For John Narigi, the new general manager of the Laguna Seca Recreation Area that includes WeatherTech Raceway Laguna Seca, we must offer our most heartfelt welcome to the business of motor racing, natch. But unfortunately, that is where our optimistic view of the change of guardianship of the track from the Sports Car Racing Association of Monterey Peninsula (SCRAMP) after 57 years of management will end.
Who would have thought that the beautiful Monterey Peninsula would have a County Board that resembles a collective of the most corrupt Chicago Aldermen? Last fall, in what was one of the most blatant quid-pro-quo moves that I have seen since moving from the Windy City 10 years ago, the keys to Laguna Seca were handed to, by far, the least-qualified petitioner.
Narigi himself made significant donations to key board members, and it has been reported by the Voice of Monterrey Bay that he is under investigation “by the state Fair Political Practices Commission into allegations of campaign money laundering and other possible violations of election law. Among the recipients of the contributions under scrutiny were the campaigns of Monterey County supervisors John Phillips and Chris Lopez.
“The complaint to the FPPC raises questions about more than $60,000 in contributions to Phillips and $10,000 to Lopez and additional questions about what could be impermissible coordination of campaign activities by candidates and political action committees in which Narigi has been heavily involved.”
What’s even worse is that the 300-some volunteers who have kept the track running through SCRAMP have been alienated, and they are not likely coming back.
According to a press release issued by the track on July 7, “The management of the Laguna Seca Recreation Area has established a new department to support and work with the numerous service organizations and 250-plus dedicated volunteers who formerly comprised the volunteer base of the Sports Car Racing Association of the Monterey Peninsula (SCRAMP).
“Recently, after months of contract discussions with a select group of officers of the Laguna Seca Volunteer Association, who were former SCRAMP officers, the association determined not to continue discussions with A&D Narigi Consulting LLC, per an email the association sent to volunteers.”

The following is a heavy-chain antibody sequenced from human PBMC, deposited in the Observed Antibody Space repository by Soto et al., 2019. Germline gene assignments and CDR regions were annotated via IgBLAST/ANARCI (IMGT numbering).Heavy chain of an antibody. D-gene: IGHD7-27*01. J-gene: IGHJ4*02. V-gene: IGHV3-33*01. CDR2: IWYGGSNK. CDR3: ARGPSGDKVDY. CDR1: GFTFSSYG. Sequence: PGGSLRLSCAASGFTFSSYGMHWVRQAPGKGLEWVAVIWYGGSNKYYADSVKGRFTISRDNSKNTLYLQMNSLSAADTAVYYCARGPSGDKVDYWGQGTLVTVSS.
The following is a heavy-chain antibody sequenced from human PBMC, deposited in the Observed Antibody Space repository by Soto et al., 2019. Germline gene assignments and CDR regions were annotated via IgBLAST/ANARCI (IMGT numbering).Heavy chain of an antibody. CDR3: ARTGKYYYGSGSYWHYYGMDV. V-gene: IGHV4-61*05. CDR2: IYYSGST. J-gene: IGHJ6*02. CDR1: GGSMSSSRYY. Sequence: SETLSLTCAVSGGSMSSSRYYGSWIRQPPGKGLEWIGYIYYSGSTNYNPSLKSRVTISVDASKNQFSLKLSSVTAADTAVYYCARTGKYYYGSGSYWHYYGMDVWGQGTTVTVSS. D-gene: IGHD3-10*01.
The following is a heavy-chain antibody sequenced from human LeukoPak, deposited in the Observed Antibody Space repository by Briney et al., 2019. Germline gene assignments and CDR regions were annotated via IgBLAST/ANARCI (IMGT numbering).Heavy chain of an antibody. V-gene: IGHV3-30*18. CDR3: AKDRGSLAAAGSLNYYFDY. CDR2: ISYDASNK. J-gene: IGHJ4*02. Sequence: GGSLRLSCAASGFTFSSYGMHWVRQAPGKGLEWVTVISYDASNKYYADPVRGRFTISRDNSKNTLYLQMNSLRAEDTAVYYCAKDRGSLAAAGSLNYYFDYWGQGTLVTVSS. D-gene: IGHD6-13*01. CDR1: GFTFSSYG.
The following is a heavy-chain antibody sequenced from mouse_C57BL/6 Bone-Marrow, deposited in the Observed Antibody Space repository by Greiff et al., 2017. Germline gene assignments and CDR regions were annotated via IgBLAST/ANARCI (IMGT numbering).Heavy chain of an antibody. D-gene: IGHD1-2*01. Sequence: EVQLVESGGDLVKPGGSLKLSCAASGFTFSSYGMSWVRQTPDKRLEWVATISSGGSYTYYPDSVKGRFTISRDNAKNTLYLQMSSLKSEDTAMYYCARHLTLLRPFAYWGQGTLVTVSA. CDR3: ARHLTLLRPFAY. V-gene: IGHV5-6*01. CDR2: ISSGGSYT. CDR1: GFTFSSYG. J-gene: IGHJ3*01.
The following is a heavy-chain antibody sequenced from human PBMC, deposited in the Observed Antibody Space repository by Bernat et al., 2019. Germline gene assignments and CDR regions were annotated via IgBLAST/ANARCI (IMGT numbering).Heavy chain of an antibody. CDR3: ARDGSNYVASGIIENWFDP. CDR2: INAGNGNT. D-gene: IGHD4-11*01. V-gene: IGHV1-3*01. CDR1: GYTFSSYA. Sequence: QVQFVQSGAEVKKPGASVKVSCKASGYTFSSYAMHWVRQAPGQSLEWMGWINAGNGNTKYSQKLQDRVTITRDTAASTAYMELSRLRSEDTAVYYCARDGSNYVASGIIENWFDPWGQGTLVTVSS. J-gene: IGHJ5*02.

It should be noted that negotiations for the former SCRAMP volunteers, now known as Laguna Seca Volunteer Association, broke down in early June after two months when the LSVA felt that they could not continue.
In a letter from LSVA to Narigi’s organization, it was stated by the volunteers group that “It became apparent during these negotiations that there is a lack of understanding of volunteers and a lack of respect for the volunteers.
“Because of these and other problems, the Directors of the Laguna Seca Volunteer Association have voted to end all negotiations for now to provide experienced volunteers to WeatherTech Raceway Laguna Seca. The Association would be open to fruitful discussions in the future if a true partnership could be agreed upon.”
Laguna Seca has subsequently initiated a new department to work closely with the organizations who want to continue volunteering at events, as well as assistant directors and individuals.
Kalina McKinney is the new volunteer coordinator at Laguna Seca.
“The individuals whom I have communicated with are enthusiastic about returning as ambassadors of WeatherTech Raceway Laguna Seca,” McKinney said. “I am greatly encouraged by the responses and knowledge base they are sharing. Now, we just need to get back on track.”
Pun aside, certainly there are those individuals who just love Laguna Seca. I am one of them. It’s a fantastic track, but now the whole situation has become a quagmire. Some worry that it might not be a track for a whole lot longer.
There are many legendary tracks that have fallen to the rising prices of the real estate they occupy. There are still many out there that mourn the loss of Riverside to what is now just a dumpy sprawling retail area. Many think that Narigi has positioned himself to cash in on turning the beloved track into housing.
Those who argue that the land cannot be repurposed are wrong. The U.S. military deeded the land to the county decades ago – so it’s purpose can change at the hands of a corrupt board with an insider managing the property.
Would volunteering at the track be good or bad? It is a principle issue. A lack of volunteers would collapse the infrastructure of Laguna Seca, making it no longer viable as a profitable entity – it certainly was mismanaged financially by SCRAMP during the past several years, which has led to the county’s vote.
But then those who have been alienated could come back and do their service to the iconic pavement. Success is still not guaranteed, but at least there would be infrastructure. My gut is that no one in power at Laguna Seca has any long-term plans for racing.
A few years ago, when an interim contract was awarded to SCRAMP, there were other players. My pick was a group called “Friends of Laguna Seca” headed by Bruce Canepa. He had a group of very wealthy and powerful racer types, such as Walmart heir Rob Walton, who were ready to inject millions upon millions of dollars into the success of the track.
The whole thing just seems too fishy – and that is not just the smell from Monterey Bay. But hey, the whole planet is on fire at the moment, so who cares about a dumb race track?